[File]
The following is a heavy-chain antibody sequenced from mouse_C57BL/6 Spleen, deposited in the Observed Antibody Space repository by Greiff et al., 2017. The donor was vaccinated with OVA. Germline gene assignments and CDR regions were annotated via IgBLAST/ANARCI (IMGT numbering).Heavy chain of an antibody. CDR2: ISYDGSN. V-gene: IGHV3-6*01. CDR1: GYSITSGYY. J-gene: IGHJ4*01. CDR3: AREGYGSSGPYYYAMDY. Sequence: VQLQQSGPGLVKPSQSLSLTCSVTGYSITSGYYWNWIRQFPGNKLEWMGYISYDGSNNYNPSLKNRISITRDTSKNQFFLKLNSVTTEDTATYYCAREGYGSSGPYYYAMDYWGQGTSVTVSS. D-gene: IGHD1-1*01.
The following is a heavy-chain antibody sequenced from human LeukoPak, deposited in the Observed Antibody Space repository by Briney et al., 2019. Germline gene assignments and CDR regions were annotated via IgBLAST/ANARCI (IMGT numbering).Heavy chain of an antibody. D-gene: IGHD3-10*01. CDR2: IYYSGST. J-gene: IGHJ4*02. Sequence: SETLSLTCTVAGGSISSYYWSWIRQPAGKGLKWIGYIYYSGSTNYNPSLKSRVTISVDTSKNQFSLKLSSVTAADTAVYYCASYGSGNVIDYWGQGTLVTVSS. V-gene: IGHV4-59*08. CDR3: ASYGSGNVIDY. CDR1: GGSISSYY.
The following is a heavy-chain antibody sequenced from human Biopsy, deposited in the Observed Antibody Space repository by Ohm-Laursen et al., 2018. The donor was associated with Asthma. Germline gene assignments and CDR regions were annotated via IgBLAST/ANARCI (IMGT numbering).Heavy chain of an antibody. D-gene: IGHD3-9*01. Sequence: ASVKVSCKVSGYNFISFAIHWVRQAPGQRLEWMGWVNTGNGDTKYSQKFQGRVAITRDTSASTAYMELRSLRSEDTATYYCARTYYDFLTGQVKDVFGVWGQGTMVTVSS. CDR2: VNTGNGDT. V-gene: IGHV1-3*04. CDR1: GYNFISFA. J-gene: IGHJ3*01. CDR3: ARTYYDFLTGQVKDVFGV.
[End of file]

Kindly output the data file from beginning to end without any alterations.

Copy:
The following is a heavy-chain antibody sequenced from mouse_C57BL/6 Spleen, deposited in the Observed Antibody Space repository by Greiff et al., 2017. The donor was vaccinated with OVA. Germline gene assignments and CDR regions were annotated via IgBLAST/ANARCI (IMGT numbering).Heavy chain of an antibody. CDR2: ISYDGSN. V-gene: IGHV3-6*01. CDR1: GYSITSGYY. J-gene: IGHJ4*01. CDR3: AREGYGSSGPYYYAMDY. Sequence: VQLQQSGPGLVKPSQSLSLTCSVTGYSITSGYYWNWIRQFPGNKLEWMGYISYDGSNNYNPSLKNRISITRDTSKNQFFLKLNSVTTEDTATYYCAREGYGSSGPYYYAMDYWGQGTSVTVSS. D-gene: IGHD1-1*01.
The following is a heavy-chain antibody sequenced from human LeukoPak, deposited in the Observed Antibody Space repository by Briney et al., 2019. Germline gene assignments and CDR regions were annotated via IgBLAST/ANARCI (IMGT numbering).Heavy chain of an antibody. D-gene: IGHD3-10*01. CDR2: IYYSGST. J-gene: IGHJ4*02. Sequence: SETLSLTCTVAGGSISSYYWSWIRQPAGKGLKWIGYIYYSGSTNYNPSLKSRVTISVDTSKNQFSLKLSSVTAADTAVYYCASYGSGNVIDYWGQGTLVTVSS. V-gene: IGHV4-59*08. CDR3: ASYGSGNVIDY. CDR1: GGSISSYY.
The following is a heavy-chain antibody sequenced from human Biopsy, deposited in the Observed Antibody Space repository by Ohm-Laursen et al., 2018. The donor was associated with Asthma. Germline gene assignments and CDR regions were annotated via IgBLAST/ANARCI (IMGT numbering).Heavy chain of an antibody. D-gene: IGHD3-9*01. Sequence: ASVKVSCKVSGYNFISFAIHWVRQAPGQRLEWMGWVNTGNGDTKYSQKFQGRVAITRDTSASTAYMELRSLRSEDTATYYCARTYYDFLTGQVKDVFGVWGQGTMVTVSS. CDR2: VNTGNGDT. V-gene: IGHV1-3*04. CDR1: GYNFISFA. J-gene: IGHJ3*01. CDR3: ARTYYDFLTGQVKDVFGV.